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Benefits of Recording Yourself

by | Dec 30, 2021 | Performance Skills, Practicing, Voice | 0 comments

Most people hate hearing their voice on tape. Even a voicemail playing back to them sounds “weird” and uncomfortable. But for singers, this is an important distaste to overcome. If you can’t listen to yourself as other people hear you, how can you truly understand your sound?

Start small with self-recording if it makes you uncomfortable: sing one of your exercises through your whole range and listen back. It’s not artful, but is it functional? Do you hear areas of discoordination or weakness? Does your voice sound like one voice from bottom to top, or are you creating different colors unintentionally?

From there, sing your best song for yourself– the one that you feel so confident with you can turn off your brain and really be expressive. Try not to think about your singing as you perform. It doesn’t matter if you’re performing for the voice memo app on your cell phone or using fancy studio equipment– either way, your goal is the same: sing with expression and authenticity. Use this recording as the benchmark for what you want all of your singing to sound like (and feel free to update your benchmark as time goes on and you improve!).

Listening to recordings of yourself might surprise you. Some things might sound better than you thought, and others, maybe worse. That’s OK! The important part of this process is being open-minded and listening as an impartial observer. Try not to respond emotionally when you hear yourself; instead, notice things as specifically as you can. Were all the pitches in tune? Are you having trouble maintaining good breathing during longer phrases? Answering questions like these will give you specific tasks that you can actively work on (before, of course, re-recording your song again to hear the improvements!).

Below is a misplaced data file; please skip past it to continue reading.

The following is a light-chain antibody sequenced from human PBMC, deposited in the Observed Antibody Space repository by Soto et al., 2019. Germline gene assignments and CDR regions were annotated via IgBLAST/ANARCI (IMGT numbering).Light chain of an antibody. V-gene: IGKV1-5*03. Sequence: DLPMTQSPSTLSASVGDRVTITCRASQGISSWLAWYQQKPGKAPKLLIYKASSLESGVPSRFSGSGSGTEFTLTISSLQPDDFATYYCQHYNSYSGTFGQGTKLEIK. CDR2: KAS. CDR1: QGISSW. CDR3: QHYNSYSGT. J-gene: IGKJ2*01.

If you choose to record videos of yourself, you will also gain valuable insight into your habits during performance. Are your shoulder slumping forward? (If so, maybe that’s connected to your struggle to sing longer phrases with breath control.) Are you connecting with your audience (in this case, the camera), or do you appear to be in your own world? Do you have a habit of fidgeting, or could you use movement to better support your voice and emotional expression?

Daring to incorporate this maybe-uncomfortable element into your practice will open up a world of possibilities to you as a singer. Stay calm and open-minded and see where this exploration takes you! Ready to assess with a teacher in your corner? Schedule your free consultation to learn more about how a Cardon Voice teacher can help you create a game plan with clear steps for your vocal success.

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